The truth behind the multiple murders of Don King
Don King is currently eighty-eight years old. He’s famous for his work as a boxing promoter, in which he represented stars such as Muhammad Ali, Mike Tyson, and Larry Holmes, just to name a few.
Despite his shiny roster of athletes, Don King is far from cherished. In fact, most of his life is shrouded in controversy– Most of the men he represented sued him, he went to trial for murder twice, and has even been accused of stealing from charity donations.
Seven people have sued Don King. Almost all of them are over King’s sketchy services and stolen money. All of the lawsuits were settled out of court, usually for far less money than he was being sued for, and at times with strange contracts being signed by the accusers which ultimately benefited King more.
In 1982 Ali sued King for withholding $1.1 million dollars of his pay from a fight with Larry Holmes (a man who also sued King). In response, King gave a suitcase filled with $50,000 and an agreement for Ali to sign which would end the debt.
The friend took the suitcase and the agreement to the hospital where Ali was staying– by this point Ali’s health was declining. Ali signed the agreement and took the money. The agreement also gave King the right to promote any future fights Ali would be in.
The friend later admitted he regretted helping King, not realizing how much the man had needed money. Ali’s lawyer reportedly cried when he found out how the lawsuit had ended.
Holmes sued King saying his promoter had taken $10 million dollars over the years in earnings that were supposed to go to Holmes. In one instance, Holmes indicated he had only received $150,000 from a contract which guaranteed him $500,000.
Later Holmes would settle for a payment of $150,000 from Don King, and sign an agreement that said Holmes would no longer say negative things about King in the press.
In 2005 Don King decided to sue ESPN for $2.5 billion in defamation. (Technically the suit went to the Disney corporation because ESPN is owned by Disney.) King sued them over a documentary saying King had killed two men, which is common knowledge. The court ruled ESPN had not knowingly made false statements, and did not owe King money.
King is known to have killed two men, however, he still walks free.
In 1954 Don King ran an illegal gambling establishment. One evening he walked in to find a man named Hillary Brown allegedly stealing money. King shot the man.
When he went to court King claimed self-defense. The court, after hearing the argument, ruled it a justified homicide, and King went free.
In 1966 King killed again. Sam Garrett worked for King, and ended up owing his employer six-hundred dollars. In the street, King was witnessed stomping / kicking Sam’s head at least three times, and others also report having seen him beat Sam with a gun. The man’s last words, according to witnesses, were, “I’ll give you the money Don.”
When this case went to trial the charge was dropped from second degree murder to voluntary manslaughter. (Voluntary manslaughter is defined as murder committed in a fit of passion due to a situation where a reasonable person becomes emotionally or mentally disturbed to the point they cannot reasonably control their emotions.)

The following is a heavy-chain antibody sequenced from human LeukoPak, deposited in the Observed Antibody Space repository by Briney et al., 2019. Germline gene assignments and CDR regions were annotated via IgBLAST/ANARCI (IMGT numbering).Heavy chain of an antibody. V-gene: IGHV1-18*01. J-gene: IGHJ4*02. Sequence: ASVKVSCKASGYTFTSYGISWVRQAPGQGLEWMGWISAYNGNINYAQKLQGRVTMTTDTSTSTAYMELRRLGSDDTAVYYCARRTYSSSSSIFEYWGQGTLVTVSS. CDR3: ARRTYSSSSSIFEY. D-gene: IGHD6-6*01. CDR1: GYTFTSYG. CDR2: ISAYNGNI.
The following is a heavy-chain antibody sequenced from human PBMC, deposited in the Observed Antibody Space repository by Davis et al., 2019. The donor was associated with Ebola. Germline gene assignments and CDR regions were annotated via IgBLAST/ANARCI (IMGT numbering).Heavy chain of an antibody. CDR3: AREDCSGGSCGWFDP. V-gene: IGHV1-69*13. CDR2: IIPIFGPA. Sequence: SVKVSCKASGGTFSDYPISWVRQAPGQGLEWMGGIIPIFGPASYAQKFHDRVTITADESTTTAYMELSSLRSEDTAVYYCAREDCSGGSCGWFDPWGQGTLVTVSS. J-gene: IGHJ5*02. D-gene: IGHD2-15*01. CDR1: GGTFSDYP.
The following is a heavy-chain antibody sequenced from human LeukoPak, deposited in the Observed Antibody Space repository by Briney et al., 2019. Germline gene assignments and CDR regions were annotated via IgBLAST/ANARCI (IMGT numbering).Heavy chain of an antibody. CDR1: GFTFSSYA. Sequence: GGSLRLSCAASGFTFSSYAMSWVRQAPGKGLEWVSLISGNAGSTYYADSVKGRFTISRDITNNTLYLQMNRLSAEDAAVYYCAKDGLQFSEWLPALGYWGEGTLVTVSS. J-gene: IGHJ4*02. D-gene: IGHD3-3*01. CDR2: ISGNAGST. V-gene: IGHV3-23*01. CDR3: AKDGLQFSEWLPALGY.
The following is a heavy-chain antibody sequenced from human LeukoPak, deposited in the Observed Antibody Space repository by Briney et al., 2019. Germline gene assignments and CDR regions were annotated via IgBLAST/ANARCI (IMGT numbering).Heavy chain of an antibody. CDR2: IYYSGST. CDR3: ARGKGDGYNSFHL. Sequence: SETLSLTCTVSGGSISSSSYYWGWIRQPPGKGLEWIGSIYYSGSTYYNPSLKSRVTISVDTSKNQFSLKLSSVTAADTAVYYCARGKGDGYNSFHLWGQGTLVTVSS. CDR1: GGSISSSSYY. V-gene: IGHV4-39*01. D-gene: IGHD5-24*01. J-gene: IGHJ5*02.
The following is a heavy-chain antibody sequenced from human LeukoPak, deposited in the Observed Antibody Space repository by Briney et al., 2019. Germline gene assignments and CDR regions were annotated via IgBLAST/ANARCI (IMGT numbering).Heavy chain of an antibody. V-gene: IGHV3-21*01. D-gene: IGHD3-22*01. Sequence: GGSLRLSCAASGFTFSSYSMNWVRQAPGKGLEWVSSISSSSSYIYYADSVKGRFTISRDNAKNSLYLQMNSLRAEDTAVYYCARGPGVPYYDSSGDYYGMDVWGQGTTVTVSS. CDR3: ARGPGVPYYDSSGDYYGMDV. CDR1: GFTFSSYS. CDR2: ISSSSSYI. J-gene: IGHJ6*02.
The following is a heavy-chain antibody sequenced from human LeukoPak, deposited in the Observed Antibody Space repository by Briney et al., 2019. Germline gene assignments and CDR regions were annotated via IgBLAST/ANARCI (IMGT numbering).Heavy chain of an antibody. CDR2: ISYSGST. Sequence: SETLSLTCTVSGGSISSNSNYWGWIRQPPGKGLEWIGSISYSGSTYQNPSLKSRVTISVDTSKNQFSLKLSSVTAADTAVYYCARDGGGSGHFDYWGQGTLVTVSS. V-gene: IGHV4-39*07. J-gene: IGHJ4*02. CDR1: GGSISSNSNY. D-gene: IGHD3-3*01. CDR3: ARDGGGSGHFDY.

Apparently, a rich man missing $600 is considered a reasonable situation in which to lose one’s cool so badly they kill. Don King was found guilty for voluntary manslaughter, and served three years and eleven months until he was pardoned by the governor.
For years Cleveland City Council had been planning to name a street after Don King. In 2016 it was revealed the street they had chosen was none other than the very street King had killed Sam Garrett. People were understandably horrified, and the council did not explain their choice.
Stolen Hospital Money
In 1972 Don King was the promoter and organizer of a charity boxing match to benefit the Forest City Hospital. The fight featured Muhammad Ali. The hospital was underfunded and needed the funds.
The event raised $85,000 (over $500,000 in today’s money), but the hospital only received fifteen hundred dollars. King’s usual cut of eighty-three percent of the purse was applied to the charity money.
In 1976 Don King approached television network ABC about hosting a national boxing tournament on TV. After ABC was on board, King reportedly paid The Ring Magazine to write fake rankings and records on the competitors to make the event sound more exciting.
During the tournament, one of the fighters went to the media saying the tournament had been rigged so that competitors who had contracts with King would win. The man would further explain that before he even got to the ring he’d been told he lost the next fight.
Once this man came forward, others stepped up and said they had similar experiences, and others claimed there were payoffs. ABC cancelled the tournament to put the issue to rest.
Don King is still alive, presumably living his best life, and still stirs up the occasional controversy. Most notable in recent years was a strange incident in 2016 in which King was introducing Donald Trump at a campaign event.
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